5 Classic Games to Play if You Love ‘Octopath Traveler’

Lucas DeRuyter
Games Nintendo
Games Nintendo

Old school JRPG fans rejoice! Octopath Traveler is a smash hit and a terrific way to spend dozens of hours if you like strategic combat, dramatic characters, and fantasy adventures. While it may have its shortcomings (read FANDOM’s review here), it’s fair to say that Octopath Traveler is likely to be at the top of many gamers’ favorites list this year.

All good things must come to an end, though, and eventually, your appetite for delightful JRPGs will return within weeks of completing gem of a game. Thankfully, these five classic JRPGs manage to satisfy even the most robust strategic, narratively grand, turn-based cravings.

Final Fantasy IV: The After Years

An interesting, if flawed, follow up.

Final Fantasy IV is one of the most celebrated games in the series due to its achievement in combining an epic narrative, fleshed out characters, and the active time battle system. Final Fantasy IV: The After Years – which initially released as a phone game seventeen years after the original – takes place fifteen years after the main game and episodically follows some of the main characters from the original game in their new circumstances in life. For example, Cecil and Rosa are married and have a headstrong teen, Ceodore. Admittedly, this sequel isn’t a must-play unless you’re a fan of the original, but it still offers an entertaining experience while capitalizing on nostalgia.

Switching between different characters in each chapter of the game, The After Years focuses on multiple characters journeying through their own story with some overlap with the other protagonists. In the final chapter, there are 20+ playable characters, creating endless party combinations.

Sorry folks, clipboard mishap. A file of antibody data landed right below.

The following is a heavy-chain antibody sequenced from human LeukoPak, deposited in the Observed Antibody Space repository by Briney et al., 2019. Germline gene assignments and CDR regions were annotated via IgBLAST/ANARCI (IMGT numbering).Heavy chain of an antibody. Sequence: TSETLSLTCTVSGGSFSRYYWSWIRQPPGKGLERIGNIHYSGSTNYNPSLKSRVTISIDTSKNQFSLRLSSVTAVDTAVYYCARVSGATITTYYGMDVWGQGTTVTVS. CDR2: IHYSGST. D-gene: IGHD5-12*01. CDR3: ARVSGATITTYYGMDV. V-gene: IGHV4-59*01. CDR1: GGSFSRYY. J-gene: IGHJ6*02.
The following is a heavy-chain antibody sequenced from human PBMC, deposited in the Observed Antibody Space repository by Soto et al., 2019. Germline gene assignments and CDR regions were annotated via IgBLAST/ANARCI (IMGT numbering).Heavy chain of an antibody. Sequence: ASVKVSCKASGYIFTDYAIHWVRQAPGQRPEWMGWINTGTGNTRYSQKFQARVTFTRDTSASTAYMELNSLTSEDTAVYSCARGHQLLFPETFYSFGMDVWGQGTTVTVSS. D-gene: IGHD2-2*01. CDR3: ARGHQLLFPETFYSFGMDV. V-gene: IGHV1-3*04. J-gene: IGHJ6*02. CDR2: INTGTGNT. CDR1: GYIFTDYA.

While this story structure has flaws both in this title and Octopath, it’s still refreshing to play a JRPG that isn’t afraid to deviate from a more traditional narrative structure. It’s also pretty heartwarming to watch Palom and Porom grow up, Rydia move on from her trauma, and Kain finally gain a sense of redemption.

Dragon Quest IV

An innovative classic.

The Dragon Quest franchise revels in beloved JRPG tropes more than perhaps any other series in the genre. Dragon Quest IV masterfully breaks from tradition, though, and brought innovations that either became cornerstones of the gaming medium or are to this day rarely attempted. Rather than focusing solely on the hero, the game lets players control the supporting characters in their own quests before they join the hero’s party. This makes the struggles and motivations of each character feel far more personal than those of other characters in similar games.

On top of this unique story structure, Dragon Quest IV is believed to be the first video game to have a boss with multiple forms and transformations. This concept is a core part of video game combat in RPGs to this very day and is vital in creating enticing encounters. If you like Octopath Traveler’s dynamic combat and unique story structure, DQIV should go right to the top of your backlog.